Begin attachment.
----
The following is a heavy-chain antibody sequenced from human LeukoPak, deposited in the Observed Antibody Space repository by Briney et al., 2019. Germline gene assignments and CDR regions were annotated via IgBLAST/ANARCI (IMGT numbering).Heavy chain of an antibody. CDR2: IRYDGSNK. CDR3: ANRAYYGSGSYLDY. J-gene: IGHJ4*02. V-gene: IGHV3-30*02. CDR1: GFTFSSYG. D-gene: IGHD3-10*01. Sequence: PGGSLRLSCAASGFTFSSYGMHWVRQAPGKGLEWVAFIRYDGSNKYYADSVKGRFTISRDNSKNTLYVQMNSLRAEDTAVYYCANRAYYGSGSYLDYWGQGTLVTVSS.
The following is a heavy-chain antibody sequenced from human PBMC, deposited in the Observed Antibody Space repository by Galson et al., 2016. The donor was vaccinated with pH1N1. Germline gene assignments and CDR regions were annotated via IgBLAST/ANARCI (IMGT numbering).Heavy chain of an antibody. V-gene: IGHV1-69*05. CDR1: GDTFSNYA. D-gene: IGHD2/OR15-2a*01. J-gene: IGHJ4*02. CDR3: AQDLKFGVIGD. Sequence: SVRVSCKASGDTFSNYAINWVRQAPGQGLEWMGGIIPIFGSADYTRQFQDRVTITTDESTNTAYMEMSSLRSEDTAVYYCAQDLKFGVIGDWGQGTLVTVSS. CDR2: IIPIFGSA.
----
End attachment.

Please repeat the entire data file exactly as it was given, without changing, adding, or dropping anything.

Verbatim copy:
The following is a heavy-chain antibody sequenced from human LeukoPak, deposited in the Observed Antibody Space repository by Briney et al., 2019. Germline gene assignments and CDR regions were annotated via IgBLAST/ANARCI (IMGT numbering).Heavy chain of an antibody. CDR2: IRYDGSNK. CDR3: ANRAYYGSGSYLDY. J-gene: IGHJ4*02. V-gene: IGHV3-30*02. CDR1: GFTFSSYG. D-gene: IGHD3-10*01. Sequence: PGGSLRLSCAASGFTFSSYGMHWVRQAPGKGLEWVAFIRYDGSNKYYADSVKGRFTISRDNSKNTLYVQMNSLRAEDTAVYYCANRAYYGSGSYLDYWGQGTLVTVSS.
The following is a heavy-chain antibody sequenced from human PBMC, deposited in the Observed Antibody Space repository by Galson et al., 2016. The donor was vaccinated with pH1N1. Germline gene assignments and CDR regions were annotated via IgBLAST/ANARCI (IMGT numbering).Heavy chain of an antibody. V-gene: IGHV1-69*05. CDR1: GDTFSNYA. D-gene: IGHD2/OR15-2a*01. J-gene: IGHJ4*02. CDR3: AQDLKFGVIGD. Sequence: SVRVSCKASGDTFSNYAINWVRQAPGQGLEWMGGIIPIFGSADYTRQFQDRVTITTDESTNTAYMEMSSLRSEDTAVYYCAQDLKFGVIGDWGQGTLVTVSS. CDR2: IIPIFGSA.